In music, one doesn’t make the end of a composition the point of the composition. – Alan Watts
This evening, I met up with R in Ginza to belatedly celebrate his birthday. For those of you who don’t know or remember, R is my fellow American and incredibly awesome housemate from Borderless House. He’s a friend in whose company life becomes “more”: more special, calmer, brighter, and just all-around better.
He led the way to the restaurant in Ginza, Isola Blu, a comfortable, yet spartan in decor, three-floor, Italian restaurant on a quiet side street. We arrived before the dinner rush (if they have a dinner rush), and for almost two hours had almost the entire second floor to ourselves.
We ordered a Margherita pizza, a rich gnocchi, warm bread, and glasses of wine. The creaminess of the cheese sauce on the gnocchi created such feelings of rapture in R that he closed his eyes after almost every bite.
Over coffee, we continued to catch up. (It’s been a long time, since we’ve each seen other.) While on the subject of getting the most out of our everyday lives, R introduced me to Alan Watts, a British philosopher (who has been blowing my mind from dinner until now. Three hours later, I’m still listening to his lectures on YouTube.) Before R and I parted, he reiterated that life’s a dance and encouraged my urge to wander Tokyo by bike.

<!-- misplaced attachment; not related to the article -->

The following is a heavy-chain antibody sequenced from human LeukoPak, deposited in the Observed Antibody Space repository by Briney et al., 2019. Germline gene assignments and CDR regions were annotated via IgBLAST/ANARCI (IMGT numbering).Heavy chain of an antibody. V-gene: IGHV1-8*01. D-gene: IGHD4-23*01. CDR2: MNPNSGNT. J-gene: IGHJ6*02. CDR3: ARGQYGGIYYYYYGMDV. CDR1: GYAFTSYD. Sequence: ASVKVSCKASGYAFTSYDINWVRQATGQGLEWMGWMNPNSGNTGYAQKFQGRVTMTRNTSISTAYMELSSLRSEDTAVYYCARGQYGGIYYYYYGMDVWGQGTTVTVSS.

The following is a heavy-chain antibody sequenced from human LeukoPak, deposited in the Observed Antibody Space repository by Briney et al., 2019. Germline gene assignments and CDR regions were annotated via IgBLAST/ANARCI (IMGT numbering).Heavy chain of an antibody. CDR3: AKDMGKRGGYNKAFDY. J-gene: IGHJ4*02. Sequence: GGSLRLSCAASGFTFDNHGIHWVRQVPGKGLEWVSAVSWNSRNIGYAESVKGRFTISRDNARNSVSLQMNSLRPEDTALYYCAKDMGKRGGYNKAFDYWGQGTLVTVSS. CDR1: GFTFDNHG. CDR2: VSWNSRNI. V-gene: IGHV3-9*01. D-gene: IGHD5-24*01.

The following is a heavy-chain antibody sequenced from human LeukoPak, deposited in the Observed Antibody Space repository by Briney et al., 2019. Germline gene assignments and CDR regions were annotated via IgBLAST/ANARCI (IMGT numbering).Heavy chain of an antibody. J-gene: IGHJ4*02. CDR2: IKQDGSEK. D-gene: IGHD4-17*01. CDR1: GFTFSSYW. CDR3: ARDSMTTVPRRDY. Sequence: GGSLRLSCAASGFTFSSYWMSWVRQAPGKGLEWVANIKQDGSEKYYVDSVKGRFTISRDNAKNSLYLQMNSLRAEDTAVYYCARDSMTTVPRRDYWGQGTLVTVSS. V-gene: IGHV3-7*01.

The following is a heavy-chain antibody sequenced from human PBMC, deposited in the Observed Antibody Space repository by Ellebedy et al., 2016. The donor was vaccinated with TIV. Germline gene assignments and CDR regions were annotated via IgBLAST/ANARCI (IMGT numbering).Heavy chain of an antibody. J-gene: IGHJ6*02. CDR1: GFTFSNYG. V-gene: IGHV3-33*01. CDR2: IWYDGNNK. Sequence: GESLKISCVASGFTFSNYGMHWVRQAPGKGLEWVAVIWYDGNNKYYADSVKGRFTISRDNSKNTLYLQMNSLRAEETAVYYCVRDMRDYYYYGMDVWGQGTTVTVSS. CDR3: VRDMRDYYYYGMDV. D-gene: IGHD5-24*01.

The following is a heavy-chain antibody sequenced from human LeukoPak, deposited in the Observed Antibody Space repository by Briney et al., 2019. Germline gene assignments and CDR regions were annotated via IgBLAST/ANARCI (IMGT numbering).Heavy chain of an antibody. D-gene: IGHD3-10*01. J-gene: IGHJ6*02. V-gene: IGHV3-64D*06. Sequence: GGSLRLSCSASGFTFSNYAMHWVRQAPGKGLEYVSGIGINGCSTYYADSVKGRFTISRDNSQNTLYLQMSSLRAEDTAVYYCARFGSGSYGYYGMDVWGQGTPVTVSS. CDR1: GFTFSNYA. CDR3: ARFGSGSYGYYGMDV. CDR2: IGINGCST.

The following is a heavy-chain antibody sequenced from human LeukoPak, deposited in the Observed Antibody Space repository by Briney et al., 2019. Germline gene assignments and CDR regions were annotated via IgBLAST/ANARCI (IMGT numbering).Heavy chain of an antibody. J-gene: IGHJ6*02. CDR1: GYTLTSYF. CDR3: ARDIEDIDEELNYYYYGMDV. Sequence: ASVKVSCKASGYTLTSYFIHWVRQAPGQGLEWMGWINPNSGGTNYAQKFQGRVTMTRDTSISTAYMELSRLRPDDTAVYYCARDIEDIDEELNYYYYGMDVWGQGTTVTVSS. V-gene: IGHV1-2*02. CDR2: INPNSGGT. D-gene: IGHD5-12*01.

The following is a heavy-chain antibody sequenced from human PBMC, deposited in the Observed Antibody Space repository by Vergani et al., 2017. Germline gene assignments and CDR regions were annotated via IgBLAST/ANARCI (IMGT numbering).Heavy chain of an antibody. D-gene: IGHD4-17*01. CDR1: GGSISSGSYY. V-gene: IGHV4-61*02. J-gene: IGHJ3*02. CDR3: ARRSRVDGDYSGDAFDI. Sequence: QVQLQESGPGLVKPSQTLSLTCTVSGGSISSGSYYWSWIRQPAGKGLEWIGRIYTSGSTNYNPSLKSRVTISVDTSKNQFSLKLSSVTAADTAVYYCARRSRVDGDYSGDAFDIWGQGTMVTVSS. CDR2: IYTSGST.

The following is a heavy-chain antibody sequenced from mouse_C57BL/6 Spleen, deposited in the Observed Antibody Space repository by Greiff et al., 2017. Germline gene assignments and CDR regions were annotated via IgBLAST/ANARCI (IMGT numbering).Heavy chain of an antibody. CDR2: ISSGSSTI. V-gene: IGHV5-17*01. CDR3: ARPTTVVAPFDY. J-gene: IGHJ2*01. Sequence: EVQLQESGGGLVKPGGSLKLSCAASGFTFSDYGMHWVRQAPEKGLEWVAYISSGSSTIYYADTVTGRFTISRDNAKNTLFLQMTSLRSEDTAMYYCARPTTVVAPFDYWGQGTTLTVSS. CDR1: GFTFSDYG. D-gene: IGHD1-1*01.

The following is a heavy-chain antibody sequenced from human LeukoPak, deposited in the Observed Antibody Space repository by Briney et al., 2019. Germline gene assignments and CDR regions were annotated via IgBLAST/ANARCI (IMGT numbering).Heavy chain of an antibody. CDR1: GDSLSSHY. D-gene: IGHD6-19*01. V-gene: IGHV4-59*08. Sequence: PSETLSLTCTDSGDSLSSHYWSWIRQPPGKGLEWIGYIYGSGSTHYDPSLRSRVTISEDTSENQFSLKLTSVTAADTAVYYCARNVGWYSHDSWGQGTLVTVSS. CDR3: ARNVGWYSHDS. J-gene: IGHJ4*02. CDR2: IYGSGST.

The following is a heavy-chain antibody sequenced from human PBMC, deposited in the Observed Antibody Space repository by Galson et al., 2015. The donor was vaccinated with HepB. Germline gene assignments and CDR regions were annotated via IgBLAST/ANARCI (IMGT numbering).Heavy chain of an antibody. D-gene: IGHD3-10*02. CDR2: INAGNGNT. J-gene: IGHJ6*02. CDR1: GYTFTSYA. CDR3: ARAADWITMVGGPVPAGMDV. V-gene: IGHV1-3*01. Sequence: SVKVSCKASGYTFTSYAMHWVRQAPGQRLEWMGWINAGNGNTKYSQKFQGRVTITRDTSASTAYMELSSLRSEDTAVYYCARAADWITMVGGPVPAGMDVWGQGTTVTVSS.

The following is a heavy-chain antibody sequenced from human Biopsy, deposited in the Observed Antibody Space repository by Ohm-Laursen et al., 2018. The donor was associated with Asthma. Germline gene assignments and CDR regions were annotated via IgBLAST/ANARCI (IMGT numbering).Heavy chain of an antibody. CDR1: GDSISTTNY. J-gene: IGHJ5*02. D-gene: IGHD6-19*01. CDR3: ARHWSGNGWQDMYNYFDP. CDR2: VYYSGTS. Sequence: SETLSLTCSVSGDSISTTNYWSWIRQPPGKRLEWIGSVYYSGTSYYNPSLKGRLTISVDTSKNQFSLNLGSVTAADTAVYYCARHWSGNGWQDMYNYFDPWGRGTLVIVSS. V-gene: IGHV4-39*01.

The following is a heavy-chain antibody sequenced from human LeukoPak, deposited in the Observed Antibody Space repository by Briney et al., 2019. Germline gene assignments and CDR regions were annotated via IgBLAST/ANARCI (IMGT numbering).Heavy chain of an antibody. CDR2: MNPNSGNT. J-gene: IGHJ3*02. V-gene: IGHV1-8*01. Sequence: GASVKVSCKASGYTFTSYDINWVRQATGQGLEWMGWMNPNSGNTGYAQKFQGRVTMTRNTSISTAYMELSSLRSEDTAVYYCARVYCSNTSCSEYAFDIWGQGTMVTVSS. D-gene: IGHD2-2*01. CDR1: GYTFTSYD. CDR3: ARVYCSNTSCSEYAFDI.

Though a tad muggy, a slight breeze blew, so with Alan Watts in my ears, and a quiet mind, I danced across bridges and down alleyways. What a wonderful night.
We thought of life by analogy with a journey, with a pilgrimage, which had a serious purpose at the end, and the thing was to get to that end– success or whatever it is, or maybe heaven, after you’re dead. But, we missed the point the whole way along. It was a musical thing, and you were supposed to sing or to dance, while the music was being played. – Alan Watts
Take care (and dance),